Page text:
The defendant argues that he is entitled to suppression of all the seized evidence because " the government seized privileged and confidential communications as a result of the failure to take adequate protective measures in the drafting of the warrant and in its execution." 12 His argument is that the filter agent approach " is per se inadequate as a matter of law," that knowing he already had a lawyer the government should have realized in advance that its search warrant would produce privileged communications and have taken preventive steps accordingly, and that these failures call for suppression of all the material seized.13
The parties have not referred me to any First Circuit decision dealing with the use of a filter agent. Case law from the rest of the country does not yield clear answers,14 but some themes emerge. A
number of cases have permitted its use.15 At the same time, there is a healthy skepticism about the reliability of a filter agent or Chinese or ethical wall within a prosecutor's office,16 a skepticism perhaps prompted by the famous failures of such a procedure in United States v. Noriega, 764 F.Supp. 1480 (S.D.Fla.1991).17 Courts exhibit particular concern over use of filter agents or taint teams in searches of lawyers' offices, where privileged materials of many clients could be compromised.18 There, judges have sometimes required alternatives such as appointment of a special master, a wholly independent third party.19 Courts seem to recognize a distinction between circumstances where the government has not yet obtained the records on the one hand (allowing defense counsel's preliminary review), 20 and, on the other hand, what the government should do when it has already seized the records, then realizes that it may have privileged materials (allowing use of filter agent there).21 Finally, some of the cases and some of the commentators suggest a role for judicial review.
In the circumstances of this search and this e-mail account, I have no reason to find that it was inherently negligent for the government to fail to foresee that its seizure of the defendant's e-mails would produce privileged documents simply because he had a lawyer, and I do not conclude that every warrant for an e-mail search must have at the outset a built-in privilege protection procedure, any more than there is such a requirement for every paper document search.22 Instead, I conclude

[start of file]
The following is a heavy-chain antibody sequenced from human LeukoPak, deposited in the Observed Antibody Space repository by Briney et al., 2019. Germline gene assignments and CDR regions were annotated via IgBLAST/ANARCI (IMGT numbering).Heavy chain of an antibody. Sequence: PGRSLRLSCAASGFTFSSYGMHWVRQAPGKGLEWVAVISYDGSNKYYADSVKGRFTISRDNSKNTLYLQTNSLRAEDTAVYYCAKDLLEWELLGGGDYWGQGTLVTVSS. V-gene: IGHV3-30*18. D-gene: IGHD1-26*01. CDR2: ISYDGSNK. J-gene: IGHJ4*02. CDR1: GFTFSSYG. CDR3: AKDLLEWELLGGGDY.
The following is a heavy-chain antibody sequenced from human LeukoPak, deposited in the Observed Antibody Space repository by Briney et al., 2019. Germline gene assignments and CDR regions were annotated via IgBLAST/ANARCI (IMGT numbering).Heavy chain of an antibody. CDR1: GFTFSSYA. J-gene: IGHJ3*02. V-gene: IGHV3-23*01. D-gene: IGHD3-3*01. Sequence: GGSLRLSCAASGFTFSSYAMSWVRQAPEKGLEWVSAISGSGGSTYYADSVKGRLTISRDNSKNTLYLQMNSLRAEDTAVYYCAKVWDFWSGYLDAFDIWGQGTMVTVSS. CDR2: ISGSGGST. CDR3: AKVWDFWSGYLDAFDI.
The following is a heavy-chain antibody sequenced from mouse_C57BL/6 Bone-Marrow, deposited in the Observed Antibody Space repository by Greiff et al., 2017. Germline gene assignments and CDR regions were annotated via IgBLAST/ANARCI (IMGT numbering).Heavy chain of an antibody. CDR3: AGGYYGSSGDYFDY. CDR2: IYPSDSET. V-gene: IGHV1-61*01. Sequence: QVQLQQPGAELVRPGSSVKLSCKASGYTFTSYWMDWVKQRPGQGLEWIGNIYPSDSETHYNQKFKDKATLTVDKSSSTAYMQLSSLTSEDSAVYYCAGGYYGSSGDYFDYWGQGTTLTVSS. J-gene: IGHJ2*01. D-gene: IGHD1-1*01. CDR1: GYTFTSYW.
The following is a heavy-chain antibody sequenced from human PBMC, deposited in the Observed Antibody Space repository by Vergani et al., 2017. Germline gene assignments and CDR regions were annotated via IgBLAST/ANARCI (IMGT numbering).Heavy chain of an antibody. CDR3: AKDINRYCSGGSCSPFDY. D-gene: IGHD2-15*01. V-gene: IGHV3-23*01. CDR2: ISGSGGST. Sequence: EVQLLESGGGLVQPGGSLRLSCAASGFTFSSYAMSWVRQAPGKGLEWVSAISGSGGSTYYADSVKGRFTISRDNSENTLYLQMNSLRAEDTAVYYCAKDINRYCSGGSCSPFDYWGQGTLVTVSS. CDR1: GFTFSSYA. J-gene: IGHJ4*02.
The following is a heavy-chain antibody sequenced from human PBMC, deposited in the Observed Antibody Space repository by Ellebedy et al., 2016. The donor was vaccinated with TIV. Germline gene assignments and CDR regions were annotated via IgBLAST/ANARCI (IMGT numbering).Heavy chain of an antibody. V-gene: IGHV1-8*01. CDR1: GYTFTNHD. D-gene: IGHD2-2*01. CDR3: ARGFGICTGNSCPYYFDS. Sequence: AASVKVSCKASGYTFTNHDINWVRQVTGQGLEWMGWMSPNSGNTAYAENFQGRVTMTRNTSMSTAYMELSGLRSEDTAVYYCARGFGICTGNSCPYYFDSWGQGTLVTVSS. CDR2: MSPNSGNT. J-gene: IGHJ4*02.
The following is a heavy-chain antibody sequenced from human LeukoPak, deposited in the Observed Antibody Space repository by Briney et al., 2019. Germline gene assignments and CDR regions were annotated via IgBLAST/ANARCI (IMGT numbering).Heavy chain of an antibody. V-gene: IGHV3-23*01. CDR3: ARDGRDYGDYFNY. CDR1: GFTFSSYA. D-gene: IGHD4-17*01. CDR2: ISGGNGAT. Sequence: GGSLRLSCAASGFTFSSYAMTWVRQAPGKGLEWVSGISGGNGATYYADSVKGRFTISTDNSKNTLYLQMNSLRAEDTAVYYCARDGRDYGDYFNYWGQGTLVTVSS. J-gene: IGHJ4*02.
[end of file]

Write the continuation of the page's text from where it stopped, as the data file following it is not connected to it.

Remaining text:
that the government behaved reasonably here by immediately seeking judicial instructions once its agent noticed that e-mail headers reflected communications between lawyer and client. It is true that some cases could be read to suggest that at that point the defendant and his lawyer should have been allowed a first look at the e-mails, so as to create a privilege log and then let the government challenge it in court, rather than vice versa as here. But the defendant did not propose that procedure to the magistrate judge, and instead simply opposed the government's proposal in toto. The government sought judicial instructions, the magistrate judge modified its proposal, and then issued an order on how to proceed. I reject the argument that somehow that was per se an inappropriate way of proceeding.
Moreover, if something was seized improperly, the remedy is suppression of that item and perhaps its fruit,23 not suppression of everything: " The remedy in the case of a seizure that casts its net too broadly is ... not blanket suppression but partial suppression." 24 Here, there is nothing to suppress. After becoming aware of the existence of potentially privileged e-mails, the government took the appropriate steps to remove those e-mails from the materials the prosecuting attorney and case agent could obtain, and thus they cannot be used at trial.
Finally, there is no suggestion that the government has failed to comply with the procedures prescribed by the magistrate judge. During the initial review, the agent examined only the header information and not the content of the e-mail.25 Thereafter, the government used the filter agent procedure approved by the magistrate judge. That agent removed the privileged e-mails and they were not disclosed to...